Projected Path Still Uncertain as Florence Moves Toward Carolinas

Hurricane Florence weakened into a Category 2 hurricane as it moved towards east coast of the United States, the US National Hurricane Centre (NHC) said on Wednesday, but a life-threatening storm surge and heavy rainfall were still expected.

Winds and rain were arriving later in SC, and a few people were still walking on the sand at Myrtle Beach while North Carolina was getting pounded.

As of 2 p.m. Wednesday, Florence was 435 miles from Wilmington, N.C., moving northwest at 16 mph, according to the National Hurricane Center.

Landfall is expected late Thursday or early Friday, and the National Hurricane Center fears the storm "will slow considerably or stall, leading to a prolonged and exceptionally heavy and unsafe rainfall event Friday-Sunday".

A view of Hurricane Florence is shown churning in the Atlantic Ocean in a west, north-westerly direction heading for the eastern coastline of the United States, taken by cameras outside the International Space Station on Wednesday.

Generally, the red region is where I believe tropical storm-force winds (or gusts) and/or flooding will occur.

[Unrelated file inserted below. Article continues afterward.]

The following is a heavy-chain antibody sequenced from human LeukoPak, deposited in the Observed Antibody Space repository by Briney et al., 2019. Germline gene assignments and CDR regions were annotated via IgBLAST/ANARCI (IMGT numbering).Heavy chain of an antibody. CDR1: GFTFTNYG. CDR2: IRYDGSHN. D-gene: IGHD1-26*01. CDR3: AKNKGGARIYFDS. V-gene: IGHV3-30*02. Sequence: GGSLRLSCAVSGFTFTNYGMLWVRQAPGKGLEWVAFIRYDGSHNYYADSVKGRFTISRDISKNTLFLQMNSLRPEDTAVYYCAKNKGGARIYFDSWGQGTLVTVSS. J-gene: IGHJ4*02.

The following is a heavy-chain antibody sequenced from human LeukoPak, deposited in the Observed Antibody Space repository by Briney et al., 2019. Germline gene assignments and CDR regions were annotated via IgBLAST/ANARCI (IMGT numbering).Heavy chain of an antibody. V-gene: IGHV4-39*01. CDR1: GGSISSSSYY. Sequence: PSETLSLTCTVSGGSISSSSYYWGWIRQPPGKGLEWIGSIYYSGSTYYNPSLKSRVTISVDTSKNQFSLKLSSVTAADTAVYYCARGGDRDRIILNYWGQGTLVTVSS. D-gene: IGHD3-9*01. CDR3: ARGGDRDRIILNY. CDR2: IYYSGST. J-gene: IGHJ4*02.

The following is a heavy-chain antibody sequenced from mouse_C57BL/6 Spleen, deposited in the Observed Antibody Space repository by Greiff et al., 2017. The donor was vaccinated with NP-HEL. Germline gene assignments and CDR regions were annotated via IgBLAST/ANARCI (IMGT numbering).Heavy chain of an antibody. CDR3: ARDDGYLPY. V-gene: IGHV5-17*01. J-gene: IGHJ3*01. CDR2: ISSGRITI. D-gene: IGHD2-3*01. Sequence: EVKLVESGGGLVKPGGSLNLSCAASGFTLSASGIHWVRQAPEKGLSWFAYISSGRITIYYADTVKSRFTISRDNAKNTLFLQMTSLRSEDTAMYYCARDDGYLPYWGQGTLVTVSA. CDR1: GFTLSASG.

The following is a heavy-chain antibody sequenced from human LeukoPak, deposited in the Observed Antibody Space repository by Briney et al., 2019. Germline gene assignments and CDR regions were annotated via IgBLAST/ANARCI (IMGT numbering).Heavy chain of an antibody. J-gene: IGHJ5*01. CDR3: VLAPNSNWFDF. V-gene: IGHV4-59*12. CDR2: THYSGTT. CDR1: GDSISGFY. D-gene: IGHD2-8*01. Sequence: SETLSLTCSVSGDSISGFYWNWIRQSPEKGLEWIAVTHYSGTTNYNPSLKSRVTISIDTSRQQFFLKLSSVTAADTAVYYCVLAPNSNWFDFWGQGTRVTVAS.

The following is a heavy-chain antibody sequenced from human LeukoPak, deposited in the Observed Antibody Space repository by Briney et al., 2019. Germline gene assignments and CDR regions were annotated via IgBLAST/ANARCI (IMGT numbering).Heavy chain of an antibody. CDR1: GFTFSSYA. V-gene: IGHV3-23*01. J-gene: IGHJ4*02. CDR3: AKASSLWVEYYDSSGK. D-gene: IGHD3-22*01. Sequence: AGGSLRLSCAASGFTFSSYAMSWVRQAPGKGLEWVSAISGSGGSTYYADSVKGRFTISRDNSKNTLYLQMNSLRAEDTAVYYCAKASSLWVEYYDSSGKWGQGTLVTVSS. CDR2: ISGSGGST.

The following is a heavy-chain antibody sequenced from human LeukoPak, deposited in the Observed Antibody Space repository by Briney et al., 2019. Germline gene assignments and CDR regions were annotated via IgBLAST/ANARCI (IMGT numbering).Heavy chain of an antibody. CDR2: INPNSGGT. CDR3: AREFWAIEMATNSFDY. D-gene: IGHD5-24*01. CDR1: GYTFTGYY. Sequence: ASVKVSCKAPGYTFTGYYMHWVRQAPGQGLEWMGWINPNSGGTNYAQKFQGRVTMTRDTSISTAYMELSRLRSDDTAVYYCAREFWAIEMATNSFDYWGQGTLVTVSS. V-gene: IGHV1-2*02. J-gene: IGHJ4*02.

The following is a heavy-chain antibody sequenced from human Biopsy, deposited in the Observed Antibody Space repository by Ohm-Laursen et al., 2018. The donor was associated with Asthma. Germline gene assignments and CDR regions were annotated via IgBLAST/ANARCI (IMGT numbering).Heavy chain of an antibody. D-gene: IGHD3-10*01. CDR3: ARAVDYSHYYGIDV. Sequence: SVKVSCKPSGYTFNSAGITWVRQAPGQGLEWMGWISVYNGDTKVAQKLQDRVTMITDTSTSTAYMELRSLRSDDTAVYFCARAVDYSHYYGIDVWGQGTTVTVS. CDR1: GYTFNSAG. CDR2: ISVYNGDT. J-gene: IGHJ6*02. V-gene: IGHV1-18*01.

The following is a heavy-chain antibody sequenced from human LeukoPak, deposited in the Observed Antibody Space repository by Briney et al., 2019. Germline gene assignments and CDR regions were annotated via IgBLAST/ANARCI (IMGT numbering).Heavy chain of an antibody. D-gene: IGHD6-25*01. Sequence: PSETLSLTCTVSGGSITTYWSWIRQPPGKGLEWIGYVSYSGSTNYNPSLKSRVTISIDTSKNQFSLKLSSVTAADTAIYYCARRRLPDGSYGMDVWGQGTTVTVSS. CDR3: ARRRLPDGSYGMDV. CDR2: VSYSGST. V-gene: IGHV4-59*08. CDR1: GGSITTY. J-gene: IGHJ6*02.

Florence was downgraded Wednesday to a Category 3 storm with sustained winds of 120 miles per hour. However, while the hurricane hasn't strengthened in terms of peak winds, the inner-core and outer wind fields have continued to expand, resulting in an increase the cyclone's total energy, which will create a significant storm surge event.

Similar declarations were made earlier in North and South Carolina, Virginia, Maryland and the District of Columbia.

The message from North Carolina Governor Roy Cooper to residents was bleak.

While hurricane forecast cones are usually right, National Hurricane Center meteorologist Joel Cline says there is just no way to pinpoint the exact location of landfall with any certainty. A NOAA buoy located about 100 miles northeast of Florence's eye recently reported a sustained wind of 53 mph (85 km/h) and a gust to 74 mph (119 km/h).

A Tropical Storm Warning is in effect for...

More than 80,000 people were already without power as the storm approached, and more than 12,000 were in shelters.

Schools and businesses closed as far south as Georgia, airlines canceled more than 1,500 flights, and coastal towns in the Carolinas were largely emptied out.

"Disaster is at the doorstep and it's coming in."
Workers are being brought in from the Midwest and Florida to help in the storm's aftermath, it said.

Melody Rawson evacuated her first-floor apartment in Myrtle Beach and arrived at Atlanta Motor Speedway in Hampton, Georgia, to camp for free with three other adults, her disabled son, two dogs and a pet bird.

"It's been really nice", Nicole Roland said.